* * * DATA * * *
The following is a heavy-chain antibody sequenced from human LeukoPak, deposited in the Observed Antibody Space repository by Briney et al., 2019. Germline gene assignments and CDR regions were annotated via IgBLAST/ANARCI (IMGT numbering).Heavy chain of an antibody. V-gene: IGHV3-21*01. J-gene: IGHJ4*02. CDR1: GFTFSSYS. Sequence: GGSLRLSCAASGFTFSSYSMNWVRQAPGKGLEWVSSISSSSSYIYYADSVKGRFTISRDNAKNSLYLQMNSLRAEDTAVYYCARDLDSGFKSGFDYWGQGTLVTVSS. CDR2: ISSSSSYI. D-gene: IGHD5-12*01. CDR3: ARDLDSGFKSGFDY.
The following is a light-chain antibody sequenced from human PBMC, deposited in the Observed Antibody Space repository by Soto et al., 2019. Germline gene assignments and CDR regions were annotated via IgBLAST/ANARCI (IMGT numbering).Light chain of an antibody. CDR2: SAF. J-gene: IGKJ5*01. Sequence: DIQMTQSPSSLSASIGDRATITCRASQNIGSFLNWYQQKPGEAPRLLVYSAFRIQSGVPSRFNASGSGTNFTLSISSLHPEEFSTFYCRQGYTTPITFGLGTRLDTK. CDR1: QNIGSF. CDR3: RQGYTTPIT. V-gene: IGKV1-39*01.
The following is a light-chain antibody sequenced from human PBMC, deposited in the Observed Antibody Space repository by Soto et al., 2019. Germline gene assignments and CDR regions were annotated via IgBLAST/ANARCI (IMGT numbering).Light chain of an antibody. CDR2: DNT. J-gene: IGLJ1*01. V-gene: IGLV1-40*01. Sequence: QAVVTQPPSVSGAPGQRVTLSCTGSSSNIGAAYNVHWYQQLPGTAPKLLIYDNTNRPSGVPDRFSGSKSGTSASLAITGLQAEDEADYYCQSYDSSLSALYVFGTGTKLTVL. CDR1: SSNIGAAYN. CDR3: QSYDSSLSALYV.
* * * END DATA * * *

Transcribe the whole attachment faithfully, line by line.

The following is a heavy-chain antibody sequenced from human LeukoPak, deposited in the Observed Antibody Space repository by Briney et al., 2019. Germline gene assignments and CDR regions were annotated via IgBLAST/ANARCI (IMGT numbering).Heavy chain of an antibody. V-gene: IGHV3-21*01. J-gene: IGHJ4*02. CDR1: GFTFSSYS. Sequence: GGSLRLSCAASGFTFSSYSMNWVRQAPGKGLEWVSSISSSSSYIYYADSVKGRFTISRDNAKNSLYLQMNSLRAEDTAVYYCARDLDSGFKSGFDYWGQGTLVTVSS. CDR2: ISSSSSYI. D-gene: IGHD5-12*01. CDR3: ARDLDSGFKSGFDY.
The following is a light-chain antibody sequenced from human PBMC, deposited in the Observed Antibody Space repository by Soto et al., 2019. Germline gene assignments and CDR regions were annotated via IgBLAST/ANARCI (IMGT numbering).Light chain of an antibody. CDR2: SAF. J-gene: IGKJ5*01. Sequence: DIQMTQSPSSLSASIGDRATITCRASQNIGSFLNWYQQKPGEAPRLLVYSAFRIQSGVPSRFNASGSGTNFTLSISSLHPEEFSTFYCRQGYTTPITFGLGTRLDTK. CDR1: QNIGSF. CDR3: RQGYTTPIT. V-gene: IGKV1-39*01.
The following is a light-chain antibody sequenced from human PBMC, deposited in the Observed Antibody Space repository by Soto et al., 2019. Germline gene assignments and CDR regions were annotated via IgBLAST/ANARCI (IMGT numbering).Light chain of an antibody. CDR2: DNT. J-gene: IGLJ1*01. V-gene: IGLV1-40*01. Sequence: QAVVTQPPSVSGAPGQRVTLSCTGSSSNIGAAYNVHWYQQLPGTAPKLLIYDNTNRPSGVPDRFSGSKSGTSASLAITGLQAEDEADYYCQSYDSSLSALYVFGTGTKLTVL. CDR1: SSNIGAAYN. CDR3: QSYDSSLSALYV.